Open as in Hearts

A white heart made of wood hangs from a string. The heart is printed with the word "open."
Photo by cyrus gomez on Unsplash

In a few talks and conversations lately, I’ve been using a wee maxim to describe my own thinking — and more importantly, my own priorities — when it comes to open education: “open as in hearts, not open as in source.”

That’s not to say I don’t think open source projects matter or that I don’t think open source folks do good work in the world: it’s not that at all. It’s just that I increasingly see a rigid ethos of open — open at all costs — as working against other goals I care about, particularly when it comes to questions of equity and social justice. What can and should be “open” in a strictly governed CC-0 sense of the term doesn’t always intersect with the way I think about access or safety or care. But I also don’t think something has to be big-O Open to be open. Full credit to the Open at the Margins project for opening my eyes to this complexity.

So open matters to me and informs my work as an educational technologist — a lot. But not more than equity and access. Reading Jim Groom’s post last week took me to Martin Weller’s post where he writes,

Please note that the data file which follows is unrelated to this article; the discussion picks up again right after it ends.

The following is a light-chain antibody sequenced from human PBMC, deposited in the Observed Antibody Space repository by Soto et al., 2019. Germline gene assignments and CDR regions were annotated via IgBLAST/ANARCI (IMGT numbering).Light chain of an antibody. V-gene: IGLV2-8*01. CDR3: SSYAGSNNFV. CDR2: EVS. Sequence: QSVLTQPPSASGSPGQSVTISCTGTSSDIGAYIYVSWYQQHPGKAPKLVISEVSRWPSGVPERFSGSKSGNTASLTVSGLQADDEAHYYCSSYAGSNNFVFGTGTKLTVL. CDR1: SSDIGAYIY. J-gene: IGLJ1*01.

I have no evidence for this, but my experience suggests a lot of new ed tech people are driven by values, such as social justice, rather than an interest in the tech itself.

It me. Except, not quite. I do like technology, very much, and always have. I went to computer camp for many summers as a kid in the early 90s — a time when that was even more patently uncool than it would be now. I learned how to build extensive MU* worlds and learned basic Java and HTML and CSS and Flash. I’ve always enjoyed the what of technology: what can we build, where can we go. The “we” there is important, because as much as I delight in the what of technology, I’ve never been able to sustain much attention or focus on the how. So for me, the “we” is finding myself within a team very smart folks whose brains apply themselves effectively to the how while I busy myself with plans for the what.